I'm primarily a .NET desktop app programmer. Coming into the web world has been difficult. I'm trying to convert one of my Silverlight apps into HTML. But I'm having a hard time figuring out the authentication system. I'm trying to read up on Live ID authentication and Windows Authentication but I'm having a hard time putting it all together in my head. Perhaps you can help?
My App Framework
The Problems (Claims Based)
When I look at something like Live ID authentication, it's known as claims-based authentication, right? So if I had this implemented correctly, someone comes to the website, I need to verify that they are logged in. How do I do that from a client-side HTML page? Do I have a recurring timer that is validating the login every 30 seconds or something? Or is that done server-side on each call to the service?
I know that if they aren't logged in, I need to send them to the live login page, once they log in, the live page will redirect them to my server with the authorization token in the query string (or something like this). At this point though, what do I do 5 minutes down the line when they make a call to the webservice for data? Is that token sent on every call to the server some how? How do I validate that when they call the service, it is actually them? Do I have to wrap every service call in a ValidateUser() method or something? I have a user ID in the database that I would have to match with their user token somehow.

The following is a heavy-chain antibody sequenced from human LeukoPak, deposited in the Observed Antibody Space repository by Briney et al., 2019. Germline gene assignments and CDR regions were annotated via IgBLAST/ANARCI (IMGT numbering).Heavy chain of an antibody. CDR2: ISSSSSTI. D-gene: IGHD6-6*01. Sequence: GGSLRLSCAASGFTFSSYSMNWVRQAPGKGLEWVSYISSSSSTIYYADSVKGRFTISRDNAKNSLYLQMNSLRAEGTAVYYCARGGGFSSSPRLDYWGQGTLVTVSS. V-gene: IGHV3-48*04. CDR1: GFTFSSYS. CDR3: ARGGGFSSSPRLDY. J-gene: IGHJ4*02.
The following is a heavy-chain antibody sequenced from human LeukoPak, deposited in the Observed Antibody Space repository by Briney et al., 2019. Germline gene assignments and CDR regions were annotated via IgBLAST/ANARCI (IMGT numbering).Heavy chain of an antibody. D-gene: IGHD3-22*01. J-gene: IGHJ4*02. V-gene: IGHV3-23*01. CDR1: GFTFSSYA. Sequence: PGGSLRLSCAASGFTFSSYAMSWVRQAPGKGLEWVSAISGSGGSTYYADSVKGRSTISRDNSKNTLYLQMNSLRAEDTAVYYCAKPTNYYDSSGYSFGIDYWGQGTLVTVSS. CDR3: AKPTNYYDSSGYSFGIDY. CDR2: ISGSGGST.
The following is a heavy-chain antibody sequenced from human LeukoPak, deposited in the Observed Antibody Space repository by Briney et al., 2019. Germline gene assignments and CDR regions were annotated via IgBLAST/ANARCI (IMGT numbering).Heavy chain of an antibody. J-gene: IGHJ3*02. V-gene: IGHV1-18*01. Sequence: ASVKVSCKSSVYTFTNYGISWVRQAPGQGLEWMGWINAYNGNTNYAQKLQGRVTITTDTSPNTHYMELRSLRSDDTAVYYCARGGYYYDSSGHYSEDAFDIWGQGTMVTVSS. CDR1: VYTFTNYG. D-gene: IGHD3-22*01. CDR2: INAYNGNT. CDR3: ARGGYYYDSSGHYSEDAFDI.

The Problems (Windows Authentication)
The previous problem still exists here. How do I know that every call from the client is still them? Additionally though, I need to understand what do I do from the HTML side to the server side to authenticate them and then continue the authentication.
I cannot really find any sort of explanation that conceptually explains all of this information and gives me the big picture of how it all works. I'm really hoping someone here can fill in these gaps and give me a better idea on how to implement the client and server authentication.
I found a great book that really explains a lot of this. It's entitled "A Guide to Claims-Based Identity and Access Control". It's part of the patterns & practices series.
Thanks to all for your answers and put me on the right track.